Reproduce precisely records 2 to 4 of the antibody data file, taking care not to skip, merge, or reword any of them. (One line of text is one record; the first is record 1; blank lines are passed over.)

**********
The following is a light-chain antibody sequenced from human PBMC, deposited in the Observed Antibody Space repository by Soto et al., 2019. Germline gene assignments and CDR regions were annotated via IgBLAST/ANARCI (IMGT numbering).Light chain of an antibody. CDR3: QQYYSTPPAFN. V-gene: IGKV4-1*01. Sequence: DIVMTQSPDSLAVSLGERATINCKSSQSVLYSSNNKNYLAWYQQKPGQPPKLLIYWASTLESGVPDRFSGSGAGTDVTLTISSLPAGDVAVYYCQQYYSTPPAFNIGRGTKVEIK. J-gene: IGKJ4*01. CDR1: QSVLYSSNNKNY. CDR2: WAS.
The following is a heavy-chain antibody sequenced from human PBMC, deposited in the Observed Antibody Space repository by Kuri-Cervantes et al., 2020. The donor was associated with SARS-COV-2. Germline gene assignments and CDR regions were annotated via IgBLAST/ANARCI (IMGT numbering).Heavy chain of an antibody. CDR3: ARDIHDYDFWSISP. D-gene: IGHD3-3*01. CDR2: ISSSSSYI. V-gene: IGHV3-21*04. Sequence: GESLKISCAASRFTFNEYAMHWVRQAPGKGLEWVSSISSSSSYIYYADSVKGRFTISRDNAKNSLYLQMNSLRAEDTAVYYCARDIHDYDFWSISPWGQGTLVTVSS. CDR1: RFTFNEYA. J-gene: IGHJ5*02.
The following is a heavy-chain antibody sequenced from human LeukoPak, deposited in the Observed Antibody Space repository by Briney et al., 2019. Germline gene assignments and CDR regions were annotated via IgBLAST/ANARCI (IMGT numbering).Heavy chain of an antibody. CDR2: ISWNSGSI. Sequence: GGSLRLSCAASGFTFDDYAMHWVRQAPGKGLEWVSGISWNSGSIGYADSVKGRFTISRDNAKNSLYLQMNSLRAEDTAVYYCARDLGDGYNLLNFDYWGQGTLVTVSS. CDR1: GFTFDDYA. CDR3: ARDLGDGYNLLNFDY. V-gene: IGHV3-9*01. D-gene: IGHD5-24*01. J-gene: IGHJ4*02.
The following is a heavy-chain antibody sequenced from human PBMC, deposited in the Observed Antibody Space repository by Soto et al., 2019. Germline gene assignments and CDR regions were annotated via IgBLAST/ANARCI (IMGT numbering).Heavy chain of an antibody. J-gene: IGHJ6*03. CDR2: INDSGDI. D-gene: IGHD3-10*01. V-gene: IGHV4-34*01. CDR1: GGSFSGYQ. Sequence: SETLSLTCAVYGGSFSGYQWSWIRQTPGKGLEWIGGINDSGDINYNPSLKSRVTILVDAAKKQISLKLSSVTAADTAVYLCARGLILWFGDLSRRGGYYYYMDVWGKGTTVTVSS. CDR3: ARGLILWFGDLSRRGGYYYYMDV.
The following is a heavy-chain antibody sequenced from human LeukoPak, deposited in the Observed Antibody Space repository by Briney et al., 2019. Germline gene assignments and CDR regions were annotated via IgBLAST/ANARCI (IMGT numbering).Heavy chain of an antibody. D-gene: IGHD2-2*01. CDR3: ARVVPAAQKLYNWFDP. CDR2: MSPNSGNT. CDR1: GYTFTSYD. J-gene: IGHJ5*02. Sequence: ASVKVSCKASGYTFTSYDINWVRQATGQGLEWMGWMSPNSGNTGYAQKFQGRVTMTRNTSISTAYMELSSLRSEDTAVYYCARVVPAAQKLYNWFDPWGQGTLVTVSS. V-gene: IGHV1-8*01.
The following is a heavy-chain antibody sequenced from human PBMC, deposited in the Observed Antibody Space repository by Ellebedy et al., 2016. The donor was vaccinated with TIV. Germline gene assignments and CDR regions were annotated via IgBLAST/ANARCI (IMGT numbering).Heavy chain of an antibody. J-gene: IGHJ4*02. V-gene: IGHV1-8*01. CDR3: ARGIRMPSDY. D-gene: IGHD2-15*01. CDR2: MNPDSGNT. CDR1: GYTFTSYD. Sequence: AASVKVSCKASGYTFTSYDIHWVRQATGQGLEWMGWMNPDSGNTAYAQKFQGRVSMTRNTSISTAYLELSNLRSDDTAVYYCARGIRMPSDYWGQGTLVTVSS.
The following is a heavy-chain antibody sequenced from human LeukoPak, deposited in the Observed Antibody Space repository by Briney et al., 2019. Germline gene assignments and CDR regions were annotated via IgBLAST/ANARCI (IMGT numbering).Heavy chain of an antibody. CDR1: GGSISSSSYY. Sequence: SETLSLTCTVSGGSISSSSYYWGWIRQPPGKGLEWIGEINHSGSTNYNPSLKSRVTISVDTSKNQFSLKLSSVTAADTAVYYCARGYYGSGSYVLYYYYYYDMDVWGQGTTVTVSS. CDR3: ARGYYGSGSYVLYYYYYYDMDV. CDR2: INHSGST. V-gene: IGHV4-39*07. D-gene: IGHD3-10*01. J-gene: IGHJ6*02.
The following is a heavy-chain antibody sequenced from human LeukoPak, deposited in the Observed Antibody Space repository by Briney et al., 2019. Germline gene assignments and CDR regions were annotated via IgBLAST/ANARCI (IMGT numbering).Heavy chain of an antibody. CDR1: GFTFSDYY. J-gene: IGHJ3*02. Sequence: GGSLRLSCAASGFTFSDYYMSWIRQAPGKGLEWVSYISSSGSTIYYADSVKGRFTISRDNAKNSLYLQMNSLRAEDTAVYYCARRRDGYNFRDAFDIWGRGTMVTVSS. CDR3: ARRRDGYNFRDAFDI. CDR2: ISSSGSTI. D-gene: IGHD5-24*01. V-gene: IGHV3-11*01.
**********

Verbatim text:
The following is a heavy-chain antibody sequenced from human PBMC, deposited in the Observed Antibody Space repository by Kuri-Cervantes et al., 2020. The donor was associated with SARS-COV-2. Germline gene assignments and CDR regions were annotated via IgBLAST/ANARCI (IMGT numbering).Heavy chain of an antibody. CDR3: ARDIHDYDFWSISP. D-gene: IGHD3-3*01. CDR2: ISSSSSYI. V-gene: IGHV3-21*04. Sequence: GESLKISCAASRFTFNEYAMHWVRQAPGKGLEWVSSISSSSSYIYYADSVKGRFTISRDNAKNSLYLQMNSLRAEDTAVYYCARDIHDYDFWSISPWGQGTLVTVSS. CDR1: RFTFNEYA. J-gene: IGHJ5*02.
The following is a heavy-chain antibody sequenced from human LeukoPak, deposited in the Observed Antibody Space repository by Briney et al., 2019. Germline gene assignments and CDR regions were annotated via IgBLAST/ANARCI (IMGT numbering).Heavy chain of an antibody. CDR2: ISWNSGSI. Sequence: GGSLRLSCAASGFTFDDYAMHWVRQAPGKGLEWVSGISWNSGSIGYADSVKGRFTISRDNAKNSLYLQMNSLRAEDTAVYYCARDLGDGYNLLNFDYWGQGTLVTVSS. CDR1: GFTFDDYA. CDR3: ARDLGDGYNLLNFDY. V-gene: IGHV3-9*01. D-gene: IGHD5-24*01. J-gene: IGHJ4*02.
The following is a heavy-chain antibody sequenced from human PBMC, deposited in the Observed Antibody Space repository by Soto et al., 2019. Germline gene assignments and CDR regions were annotated via IgBLAST/ANARCI (IMGT numbering).Heavy chain of an antibody. J-gene: IGHJ6*03. CDR2: INDSGDI. D-gene: IGHD3-10*01. V-gene: IGHV4-34*01. CDR1: GGSFSGYQ. Sequence: SETLSLTCAVYGGSFSGYQWSWIRQTPGKGLEWIGGINDSGDINYNPSLKSRVTILVDAAKKQISLKLSSVTAADTAVYLCARGLILWFGDLSRRGGYYYYMDVWGKGTTVTVSS. CDR3: ARGLILWFGDLSRRGGYYYYMDV.